As I Lay Dying (2013)
Average Rating: 4.7/10
Reviews Counted: 29
Fresh: 12 | Rotten: 17
No consensus yet.
Average Rating: 4.8/10
Critic Reviews: 9
Fresh: 5 | Rotten: 4
No consensus yet.
Average Rating: 2.9/5
User Ratings: 2,790
Directed by Oscar-nominated James Franco from a screenplay by James Franco and Matt Rager, As I Lay Dying is adapted from the 1930 classic American novel by William Faulkner. The story chronicles the Bundren family as they traverse the Mississippi countryside to bring the body of their deceased mother Addie to her hometown for burial. Addie's husband Anse and their children, Cash, Darl, Jewel, Dewey Dell, and the youngest one Vardaman, leave the farm on a carriage with her coffin - each affected
Sep 27, 2013 Limited
Nov 5, 2013
Millennium Entertainment - Official Site
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I don't pretend to have a clue how to adapt William Faulkner's "As I Lay Dying" for the screen, but unlike James Franco, I, at least, didn't try.
As a whole ... "As I Lay Dying" conveys some of Faulkner's themes, and the details of the Bundren family story, with clarity and concision.
It remains to be seen whether James Franco can live up to his outsized ambitions.
Faulkner fans... need not be up in arms about this version of his Nobel Prize winner.
The past may never be done with us, but Lord, do we wish Franco was done with our literary heritage.
Franco adapted a book that often reads like joyless homework into a film that feels the same way.
As I Lay Dying tries to adapt the impossible, but unfortunately it is bested by Faulkner's weighty source material.
Some of the filming techniques are overused and the monologues are a bit too circuitous, but As I Lay Dying has the ability to be quite striking at times and its impulsive structure can be viewed as both an asset and a defect.
What Franco came up with... is messy, bizarre, muted, and confusing, but it's also heartfelt and personal. It takes more risks than most movies.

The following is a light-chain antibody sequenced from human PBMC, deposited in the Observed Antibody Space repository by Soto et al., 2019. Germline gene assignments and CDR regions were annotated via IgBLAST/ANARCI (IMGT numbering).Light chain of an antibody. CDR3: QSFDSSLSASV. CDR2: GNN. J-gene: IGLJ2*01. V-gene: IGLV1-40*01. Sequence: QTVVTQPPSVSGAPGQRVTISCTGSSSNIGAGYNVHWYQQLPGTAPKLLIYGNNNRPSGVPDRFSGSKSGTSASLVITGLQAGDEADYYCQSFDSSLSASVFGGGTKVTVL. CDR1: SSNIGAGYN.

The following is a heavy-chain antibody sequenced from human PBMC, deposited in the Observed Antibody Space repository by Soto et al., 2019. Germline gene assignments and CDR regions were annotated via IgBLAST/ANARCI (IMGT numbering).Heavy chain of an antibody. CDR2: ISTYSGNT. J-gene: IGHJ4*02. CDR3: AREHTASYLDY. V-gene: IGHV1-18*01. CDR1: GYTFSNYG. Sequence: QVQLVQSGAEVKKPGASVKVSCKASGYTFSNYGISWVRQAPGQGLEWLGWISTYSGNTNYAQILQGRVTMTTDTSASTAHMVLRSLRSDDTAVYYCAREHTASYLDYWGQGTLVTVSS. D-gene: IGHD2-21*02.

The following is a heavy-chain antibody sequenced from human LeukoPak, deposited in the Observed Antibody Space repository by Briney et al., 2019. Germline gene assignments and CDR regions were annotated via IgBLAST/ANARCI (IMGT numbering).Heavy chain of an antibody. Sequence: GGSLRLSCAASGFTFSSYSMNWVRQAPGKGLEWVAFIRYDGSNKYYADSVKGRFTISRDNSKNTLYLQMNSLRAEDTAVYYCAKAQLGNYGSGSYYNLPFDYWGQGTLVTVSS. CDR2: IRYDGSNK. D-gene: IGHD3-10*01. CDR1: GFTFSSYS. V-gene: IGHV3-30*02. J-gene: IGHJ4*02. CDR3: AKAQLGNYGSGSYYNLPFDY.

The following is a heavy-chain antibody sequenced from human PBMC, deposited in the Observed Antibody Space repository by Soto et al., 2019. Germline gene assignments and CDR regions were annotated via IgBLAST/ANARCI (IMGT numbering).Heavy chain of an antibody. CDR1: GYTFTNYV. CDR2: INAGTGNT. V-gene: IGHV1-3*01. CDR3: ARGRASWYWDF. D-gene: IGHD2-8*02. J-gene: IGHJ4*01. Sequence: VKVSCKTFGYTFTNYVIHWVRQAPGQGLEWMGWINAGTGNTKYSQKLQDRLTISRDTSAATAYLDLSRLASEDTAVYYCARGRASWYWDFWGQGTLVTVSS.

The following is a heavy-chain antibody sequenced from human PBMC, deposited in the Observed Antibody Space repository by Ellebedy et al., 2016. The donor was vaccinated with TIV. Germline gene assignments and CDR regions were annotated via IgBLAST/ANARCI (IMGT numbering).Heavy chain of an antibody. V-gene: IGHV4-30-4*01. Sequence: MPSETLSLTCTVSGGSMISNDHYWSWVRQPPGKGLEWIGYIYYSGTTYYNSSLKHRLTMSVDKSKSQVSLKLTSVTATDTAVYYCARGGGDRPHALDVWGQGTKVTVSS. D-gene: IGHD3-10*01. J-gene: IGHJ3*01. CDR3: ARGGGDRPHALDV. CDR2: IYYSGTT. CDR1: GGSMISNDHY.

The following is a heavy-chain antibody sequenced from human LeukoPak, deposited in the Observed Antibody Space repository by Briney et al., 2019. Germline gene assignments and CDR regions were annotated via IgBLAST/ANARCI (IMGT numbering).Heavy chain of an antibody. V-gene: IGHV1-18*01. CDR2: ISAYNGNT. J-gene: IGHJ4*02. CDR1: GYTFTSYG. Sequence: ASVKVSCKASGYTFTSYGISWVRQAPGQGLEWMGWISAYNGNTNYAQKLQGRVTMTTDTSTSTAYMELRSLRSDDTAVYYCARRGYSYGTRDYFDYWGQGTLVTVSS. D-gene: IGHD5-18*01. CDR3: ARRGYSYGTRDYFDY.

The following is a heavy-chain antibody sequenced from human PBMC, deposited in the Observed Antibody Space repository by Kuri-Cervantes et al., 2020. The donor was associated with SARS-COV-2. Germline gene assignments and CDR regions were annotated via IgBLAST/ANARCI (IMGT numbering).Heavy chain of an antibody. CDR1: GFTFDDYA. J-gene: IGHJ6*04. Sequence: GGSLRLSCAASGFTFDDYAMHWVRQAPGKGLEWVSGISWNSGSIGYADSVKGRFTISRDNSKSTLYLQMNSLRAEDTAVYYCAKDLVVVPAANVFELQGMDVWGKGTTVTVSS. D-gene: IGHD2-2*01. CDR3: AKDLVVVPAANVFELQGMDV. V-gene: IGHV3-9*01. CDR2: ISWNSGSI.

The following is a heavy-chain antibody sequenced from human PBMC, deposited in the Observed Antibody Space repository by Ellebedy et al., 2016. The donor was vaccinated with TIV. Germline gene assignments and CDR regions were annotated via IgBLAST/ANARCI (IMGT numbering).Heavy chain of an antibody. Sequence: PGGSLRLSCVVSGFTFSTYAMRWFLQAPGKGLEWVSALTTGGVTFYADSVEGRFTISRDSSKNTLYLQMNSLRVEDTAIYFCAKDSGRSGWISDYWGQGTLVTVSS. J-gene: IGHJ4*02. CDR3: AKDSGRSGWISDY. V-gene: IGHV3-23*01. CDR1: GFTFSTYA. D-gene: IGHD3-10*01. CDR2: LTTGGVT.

Franco may prove that he has a fresh visual eye, but the highly emotive story is oddly uninvolving.
Comes across - whether it's Franco's intention or not - as a grossly self-indulgent project that will alienate some of his fan base.
Franco doesn't answer the elemental question posed by any literary adaptation: Why does this movie exist?
James Franco makes his directing debut with this ambitious adaptation of William Faulkner's notoriously downbeat novel. No surprise: it's extremely grim!
Like Franco's other directorial efforts, it ends up coming across as an academic art object, somewhere halfway between a graduate thesis and a video installation-interesting, but only in context.
James Franco's readiness in approaching famously abstract source material certainly doesn't translate well into his directorial formalism, or, more appropriately, lack of formalism.
Whilst undeniably pretty, As I Lay Dying never amounts to the kind of significance its source material, cast and portentous stylings would imply.
an extraordinarily well made film that, in keeping us at a distance and failing to engage our sympathies or antipathies for its characters, remains more toothless in the end even than old Anse.
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